LQM is a specialist environmental consultancy based in Nottingham (UK) with an international reputation for assessing and managing the risks posed to human health and the environment by contaminants in soil. Increasingly this is being done within a context of sustainable development and specifically sustainable brownfield regeneration.

We provide consultancy, peer review and expert witness services, contract research and training courses on all aspects of the management of land contamination to problem holders, developers and local government.

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Land Contamination Management in the UK

Land contamination legislation differs among the four countries that make up the United Kingdom. The risks posed by historic contamination to current land uses are considered under Part 2A of the Environmental Protection Act in Wales, Scotland and England – though with differences in the underlying secondary legislation as set out in Statutory Guidance. The risks posed by historic contamination to proposed land uses are dealt with under the planning system in each country. Scotland, Wales and England have supporting guidance on land contamination aspects of redevelopment. New and recent contamination is considered through several laws including those regulations that transpose the EU Environmental Liability Directive into national law in each country. While not in a position to offer legal advice we are familiar with the legal regimes relevant to land contamination in Northern Ireland, England, Wales and Scotland.

At sites where contamination is present within soils, there may be risks to people, buildings and structures, water resources and the wider environment. Where these risks are significant, mitigation measures may be needed to control and manage these risks. The process of determining if the level of risk warrants such mitigation measures is known as risk assessment. The adoption of risk-based approaches enables resources to be targeted to delivering worthwhile reductions in risk and thereby contribute to wise environmental stewardship in the context of sustainable development.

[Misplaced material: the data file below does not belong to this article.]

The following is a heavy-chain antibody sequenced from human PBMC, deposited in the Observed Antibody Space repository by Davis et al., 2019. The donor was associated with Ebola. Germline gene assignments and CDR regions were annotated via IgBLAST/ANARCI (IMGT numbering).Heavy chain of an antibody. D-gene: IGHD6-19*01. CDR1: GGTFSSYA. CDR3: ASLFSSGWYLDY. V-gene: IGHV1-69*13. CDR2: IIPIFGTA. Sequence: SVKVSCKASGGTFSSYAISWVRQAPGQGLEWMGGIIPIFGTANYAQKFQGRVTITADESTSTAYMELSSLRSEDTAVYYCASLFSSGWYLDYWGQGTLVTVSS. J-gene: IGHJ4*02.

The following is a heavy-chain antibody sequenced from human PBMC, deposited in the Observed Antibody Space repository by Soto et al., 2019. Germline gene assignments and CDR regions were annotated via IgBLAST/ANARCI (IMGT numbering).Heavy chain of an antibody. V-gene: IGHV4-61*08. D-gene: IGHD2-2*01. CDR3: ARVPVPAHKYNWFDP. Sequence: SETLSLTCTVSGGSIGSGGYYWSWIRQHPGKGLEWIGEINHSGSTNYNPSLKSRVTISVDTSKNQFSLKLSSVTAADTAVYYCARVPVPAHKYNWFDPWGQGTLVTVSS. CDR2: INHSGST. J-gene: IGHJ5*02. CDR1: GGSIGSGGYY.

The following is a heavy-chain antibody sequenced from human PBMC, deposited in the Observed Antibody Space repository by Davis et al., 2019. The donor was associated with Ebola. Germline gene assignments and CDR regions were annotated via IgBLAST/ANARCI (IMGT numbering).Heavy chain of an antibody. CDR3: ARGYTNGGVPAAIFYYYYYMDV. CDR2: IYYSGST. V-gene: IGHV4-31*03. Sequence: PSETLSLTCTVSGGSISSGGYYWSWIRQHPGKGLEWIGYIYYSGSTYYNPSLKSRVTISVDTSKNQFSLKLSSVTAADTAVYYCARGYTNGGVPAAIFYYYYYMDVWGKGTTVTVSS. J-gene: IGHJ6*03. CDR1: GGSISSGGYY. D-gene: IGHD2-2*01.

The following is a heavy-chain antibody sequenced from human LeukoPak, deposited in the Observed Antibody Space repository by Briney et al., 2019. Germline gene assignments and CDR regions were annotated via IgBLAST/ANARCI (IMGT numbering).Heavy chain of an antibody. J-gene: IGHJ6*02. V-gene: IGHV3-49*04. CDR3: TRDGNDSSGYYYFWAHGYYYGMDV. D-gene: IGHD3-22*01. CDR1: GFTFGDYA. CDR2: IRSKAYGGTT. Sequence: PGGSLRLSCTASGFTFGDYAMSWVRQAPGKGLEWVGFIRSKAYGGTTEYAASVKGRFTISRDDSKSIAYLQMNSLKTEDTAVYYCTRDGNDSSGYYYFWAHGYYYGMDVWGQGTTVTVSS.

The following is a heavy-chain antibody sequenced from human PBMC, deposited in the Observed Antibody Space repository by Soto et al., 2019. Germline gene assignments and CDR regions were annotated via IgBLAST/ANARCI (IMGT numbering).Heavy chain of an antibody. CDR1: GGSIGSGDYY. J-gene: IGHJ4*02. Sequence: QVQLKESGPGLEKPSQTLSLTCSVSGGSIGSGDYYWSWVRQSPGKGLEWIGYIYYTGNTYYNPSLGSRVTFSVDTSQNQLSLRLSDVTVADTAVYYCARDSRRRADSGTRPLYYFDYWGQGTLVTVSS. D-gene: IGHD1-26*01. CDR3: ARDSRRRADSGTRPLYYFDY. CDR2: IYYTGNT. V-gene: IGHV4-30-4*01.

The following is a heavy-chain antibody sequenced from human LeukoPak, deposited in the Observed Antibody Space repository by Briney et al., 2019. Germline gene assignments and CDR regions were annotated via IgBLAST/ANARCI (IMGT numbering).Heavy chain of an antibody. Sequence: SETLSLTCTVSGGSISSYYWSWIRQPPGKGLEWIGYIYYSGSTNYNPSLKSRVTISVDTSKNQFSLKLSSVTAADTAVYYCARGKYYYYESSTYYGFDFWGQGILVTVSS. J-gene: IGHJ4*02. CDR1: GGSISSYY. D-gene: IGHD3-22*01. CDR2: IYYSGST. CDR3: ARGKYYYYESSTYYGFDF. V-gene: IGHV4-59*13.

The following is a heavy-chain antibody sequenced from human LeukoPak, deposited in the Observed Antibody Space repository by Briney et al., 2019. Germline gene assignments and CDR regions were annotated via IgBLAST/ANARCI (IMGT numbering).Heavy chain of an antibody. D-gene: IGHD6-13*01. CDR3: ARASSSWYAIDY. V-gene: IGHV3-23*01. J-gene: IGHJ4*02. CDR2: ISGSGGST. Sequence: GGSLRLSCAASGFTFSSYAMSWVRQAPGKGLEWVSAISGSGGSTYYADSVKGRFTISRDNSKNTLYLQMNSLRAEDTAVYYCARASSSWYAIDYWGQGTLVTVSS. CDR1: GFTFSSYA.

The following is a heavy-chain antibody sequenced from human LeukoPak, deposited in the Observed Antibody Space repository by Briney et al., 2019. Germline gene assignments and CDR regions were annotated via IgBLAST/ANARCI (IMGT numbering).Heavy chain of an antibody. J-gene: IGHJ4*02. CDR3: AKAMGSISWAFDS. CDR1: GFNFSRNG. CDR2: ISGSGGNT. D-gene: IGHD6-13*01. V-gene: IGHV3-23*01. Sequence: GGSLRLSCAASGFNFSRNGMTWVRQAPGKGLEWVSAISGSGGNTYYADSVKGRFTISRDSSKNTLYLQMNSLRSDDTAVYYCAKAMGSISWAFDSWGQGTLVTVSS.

Current UK guidance recommends a phased approach to the risk assessment of soil contamination, based on the developing and updating of a site-specific conceptual model (CSM).  This allows all potential risks to be identified, characterised, assessed and, where necessary, quantified in a logical and cost-effective step-wise process. This process normally starts with a Phase 1 or Preliminary Risk Assessment, consisting of a desk study and site reconnaissance visit.  Where necessary this is followed by a Phase 2 risk assessment.

Phase 1: Preliminary Risk Assessment

The first step in any contaminated land assessment is the development of the initial conceptual site model (CSM), which identifies all potential pollutant linkages. The CSM is based on a comprehensive desk-top review of all available documents (possibly including maps, aerial photographs, previous reports and archive documents) and a  site reconnaissance visit to identify the current status of the site, any hindrance to further investigation and any evidence not present in the documentary record.

To learn more about how LQM can meet your Phase 1 requirements click here.

Phase 2: Site Investigation and Risk Assessment 

Where the Phase 1 suggests that significant risks may be present, a Phase 2 risk assessment is usually recommended.  This consists of a site investigation, which provides suitable data on soil types and contaminant concentrations etc., an interpretation of the data and a quantitative risk assessment, which indicates if the levels of contamination are likely to pose unacceptable risks.